HKU's ambitious plan for waterfront gives access back to the public

PUBLISHED : Monday, 06 January, 2014, 9:56am
UPDATED : Monday, 06 January, 2014, 9:56am

The carnival held at the Western Wholesale Food Market last month gave visitors a taste of what a revitalised waterfront would look like under an ambitious proposal.

Families from around the Western district took over what is normally a busy working market, where HK$2.3 billion worth of foodstuffs changes hands each year. They engaged in a weekend of cooking demonstrations, handicraft classes and children's games.

"We were on hand to explain our Western harbourfront plan to visitors and the feedback was very positive. They liked the idea of having parts of the waterfront returned to the public," says Professor Anthony Yeh, head of the department of urban planning and design at the University of Hong Kong and leader of the team that came up with the proposal.

The HKU plan includes a continuous promenade stretching over 2.4 kilometres westward from the Sun Yat Sen Memorial Park that would give the public full access to Hong Kong's most valuable natural asset.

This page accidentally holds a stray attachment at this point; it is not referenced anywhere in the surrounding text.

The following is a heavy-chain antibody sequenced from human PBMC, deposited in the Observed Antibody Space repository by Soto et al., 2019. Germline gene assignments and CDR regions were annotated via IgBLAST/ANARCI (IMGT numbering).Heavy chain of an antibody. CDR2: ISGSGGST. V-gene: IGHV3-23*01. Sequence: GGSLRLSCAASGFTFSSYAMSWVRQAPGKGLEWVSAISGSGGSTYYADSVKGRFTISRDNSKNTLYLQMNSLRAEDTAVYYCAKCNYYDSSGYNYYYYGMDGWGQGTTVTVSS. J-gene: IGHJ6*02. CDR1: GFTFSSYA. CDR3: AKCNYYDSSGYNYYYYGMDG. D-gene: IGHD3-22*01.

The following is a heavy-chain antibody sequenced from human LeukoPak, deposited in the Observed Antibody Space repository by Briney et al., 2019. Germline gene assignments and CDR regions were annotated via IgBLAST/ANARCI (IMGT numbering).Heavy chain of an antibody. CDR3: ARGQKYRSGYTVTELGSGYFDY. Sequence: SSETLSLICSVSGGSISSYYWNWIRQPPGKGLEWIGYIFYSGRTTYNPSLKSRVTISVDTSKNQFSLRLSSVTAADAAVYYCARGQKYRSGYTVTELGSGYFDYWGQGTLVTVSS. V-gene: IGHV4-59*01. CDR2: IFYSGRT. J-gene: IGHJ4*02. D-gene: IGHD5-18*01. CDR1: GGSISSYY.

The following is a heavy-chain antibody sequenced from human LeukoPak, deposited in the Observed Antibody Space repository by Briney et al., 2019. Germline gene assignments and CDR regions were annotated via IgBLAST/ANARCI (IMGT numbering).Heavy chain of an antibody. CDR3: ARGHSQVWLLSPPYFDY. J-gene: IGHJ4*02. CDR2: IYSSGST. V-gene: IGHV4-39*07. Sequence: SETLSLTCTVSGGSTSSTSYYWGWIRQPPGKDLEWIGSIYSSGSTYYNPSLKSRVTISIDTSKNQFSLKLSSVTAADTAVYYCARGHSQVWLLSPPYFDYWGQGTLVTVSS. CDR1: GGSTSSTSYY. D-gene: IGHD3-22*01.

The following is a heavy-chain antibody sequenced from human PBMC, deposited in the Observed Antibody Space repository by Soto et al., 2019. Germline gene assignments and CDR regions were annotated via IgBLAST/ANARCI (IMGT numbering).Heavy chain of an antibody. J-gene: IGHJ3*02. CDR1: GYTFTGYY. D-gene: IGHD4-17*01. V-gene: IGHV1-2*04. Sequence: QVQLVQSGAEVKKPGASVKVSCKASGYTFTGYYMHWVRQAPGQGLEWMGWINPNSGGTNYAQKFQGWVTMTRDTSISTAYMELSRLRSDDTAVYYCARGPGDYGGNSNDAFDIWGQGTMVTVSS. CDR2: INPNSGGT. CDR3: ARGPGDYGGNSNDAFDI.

Industrial sites, such as the wholesale food market and the cargo handling areas, would give their prime waterfront locations to the public outside operational hours.

A large observation tower built on the breakwater of the Kennedy Town cargo handling area would be the focal point of the whole project, an easily identifiable landmark for what Yeh calls the new western gateway to Hong Kong.

"The western side of Hong Kong Island used to be [the] most vibrant part of the city so we want to revitalise its past glory. The new MTR line makes the whole area a lot more accessible and this is a great opportunity for transforming what is currently a very passive part of the waterfront," he says.

Yeh would also like to see a direct ferry service that shuttles people to and from the West Kowloon Cultural District directly opposite Kennedy Town.

The Central and Western District Council has recently decided to endorse the plan and the HKU team will address the Harbourfront Commission this month.

The HK$100 million District Council Signature Project Scheme will turn part of the conceptual plan into reality, but the full version needs a generous government contribution.

"We are still working out the full cost and the government will have to decide whether it's worth it. The thing is, many cities are actively branding themselves. We need more icons," Yeh says.

Enid Tsui